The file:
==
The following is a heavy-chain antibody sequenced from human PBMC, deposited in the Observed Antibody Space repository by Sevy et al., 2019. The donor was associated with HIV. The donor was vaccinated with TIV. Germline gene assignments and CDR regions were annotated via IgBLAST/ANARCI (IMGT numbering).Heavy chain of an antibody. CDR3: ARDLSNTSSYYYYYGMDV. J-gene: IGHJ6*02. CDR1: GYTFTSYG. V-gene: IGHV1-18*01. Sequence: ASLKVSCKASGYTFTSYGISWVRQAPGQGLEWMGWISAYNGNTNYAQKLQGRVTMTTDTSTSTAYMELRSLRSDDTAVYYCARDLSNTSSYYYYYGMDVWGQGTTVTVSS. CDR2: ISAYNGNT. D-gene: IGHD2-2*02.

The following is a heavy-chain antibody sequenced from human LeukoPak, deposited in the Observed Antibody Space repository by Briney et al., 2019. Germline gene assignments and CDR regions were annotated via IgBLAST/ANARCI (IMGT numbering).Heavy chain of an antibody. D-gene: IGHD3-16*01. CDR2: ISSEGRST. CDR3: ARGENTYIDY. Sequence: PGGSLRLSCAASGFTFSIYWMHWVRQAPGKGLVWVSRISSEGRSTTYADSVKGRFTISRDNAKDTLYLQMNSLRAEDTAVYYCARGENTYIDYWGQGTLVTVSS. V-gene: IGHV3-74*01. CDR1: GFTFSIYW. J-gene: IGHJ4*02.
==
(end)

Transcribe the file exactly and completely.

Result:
The following is a heavy-chain antibody sequenced from human PBMC, deposited in the Observed Antibody Space repository by Sevy et al., 2019. The donor was associated with HIV. The donor was vaccinated with TIV. Germline gene assignments and CDR regions were annotated via IgBLAST/ANARCI (IMGT numbering).Heavy chain of an antibody. CDR3: ARDLSNTSSYYYYYGMDV. J-gene: IGHJ6*02. CDR1: GYTFTSYG. V-gene: IGHV1-18*01. Sequence: ASLKVSCKASGYTFTSYGISWVRQAPGQGLEWMGWISAYNGNTNYAQKLQGRVTMTTDTSTSTAYMELRSLRSDDTAVYYCARDLSNTSSYYYYYGMDVWGQGTTVTVSS. CDR2: ISAYNGNT. D-gene: IGHD2-2*02.

The following is a heavy-chain antibody sequenced from human LeukoPak, deposited in the Observed Antibody Space repository by Briney et al., 2019. Germline gene assignments and CDR regions were annotated via IgBLAST/ANARCI (IMGT numbering).Heavy chain of an antibody. D-gene: IGHD3-16*01. CDR2: ISSEGRST. CDR3: ARGENTYIDY. Sequence: PGGSLRLSCAASGFTFSIYWMHWVRQAPGKGLVWVSRISSEGRSTTYADSVKGRFTISRDNAKDTLYLQMNSLRAEDTAVYYCARGENTYIDYWGQGTLVTVSS. V-gene: IGHV3-74*01. CDR1: GFTFSIYW. J-gene: IGHJ4*02.